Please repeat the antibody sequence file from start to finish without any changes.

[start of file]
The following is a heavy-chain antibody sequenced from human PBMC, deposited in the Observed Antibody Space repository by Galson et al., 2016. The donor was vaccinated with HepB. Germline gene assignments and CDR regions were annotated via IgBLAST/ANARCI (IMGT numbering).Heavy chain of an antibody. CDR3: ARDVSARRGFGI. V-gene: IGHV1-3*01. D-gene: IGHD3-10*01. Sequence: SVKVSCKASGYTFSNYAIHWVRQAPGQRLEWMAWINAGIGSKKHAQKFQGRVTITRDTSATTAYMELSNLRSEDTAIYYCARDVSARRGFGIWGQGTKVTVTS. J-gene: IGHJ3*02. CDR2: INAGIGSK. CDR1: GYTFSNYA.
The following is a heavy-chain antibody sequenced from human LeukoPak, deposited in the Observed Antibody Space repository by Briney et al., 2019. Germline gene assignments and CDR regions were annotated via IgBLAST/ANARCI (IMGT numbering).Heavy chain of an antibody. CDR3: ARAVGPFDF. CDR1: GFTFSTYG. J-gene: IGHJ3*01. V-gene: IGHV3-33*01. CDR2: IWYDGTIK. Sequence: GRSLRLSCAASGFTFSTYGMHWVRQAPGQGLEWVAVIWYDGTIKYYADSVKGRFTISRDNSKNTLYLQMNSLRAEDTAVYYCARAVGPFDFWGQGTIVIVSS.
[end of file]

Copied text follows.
The following is a heavy-chain antibody sequenced from human PBMC, deposited in the Observed Antibody Space repository by Galson et al., 2016. The donor was vaccinated with HepB. Germline gene assignments and CDR regions were annotated via IgBLAST/ANARCI (IMGT numbering).Heavy chain of an antibody. CDR3: ARDVSARRGFGI. V-gene: IGHV1-3*01. D-gene: IGHD3-10*01. Sequence: SVKVSCKASGYTFSNYAIHWVRQAPGQRLEWMAWINAGIGSKKHAQKFQGRVTITRDTSATTAYMELSNLRSEDTAIYYCARDVSARRGFGIWGQGTKVTVTS. J-gene: IGHJ3*02. CDR2: INAGIGSK. CDR1: GYTFSNYA.
The following is a heavy-chain antibody sequenced from human LeukoPak, deposited in the Observed Antibody Space repository by Briney et al., 2019. Germline gene assignments and CDR regions were annotated via IgBLAST/ANARCI (IMGT numbering).Heavy chain of an antibody. CDR3: ARAVGPFDF. CDR1: GFTFSTYG. J-gene: IGHJ3*01. V-gene: IGHV3-33*01. CDR2: IWYDGTIK. Sequence: GRSLRLSCAASGFTFSTYGMHWVRQAPGQGLEWVAVIWYDGTIKYYADSVKGRFTISRDNSKNTLYLQMNSLRAEDTAVYYCARAVGPFDFWGQGTIVIVSS.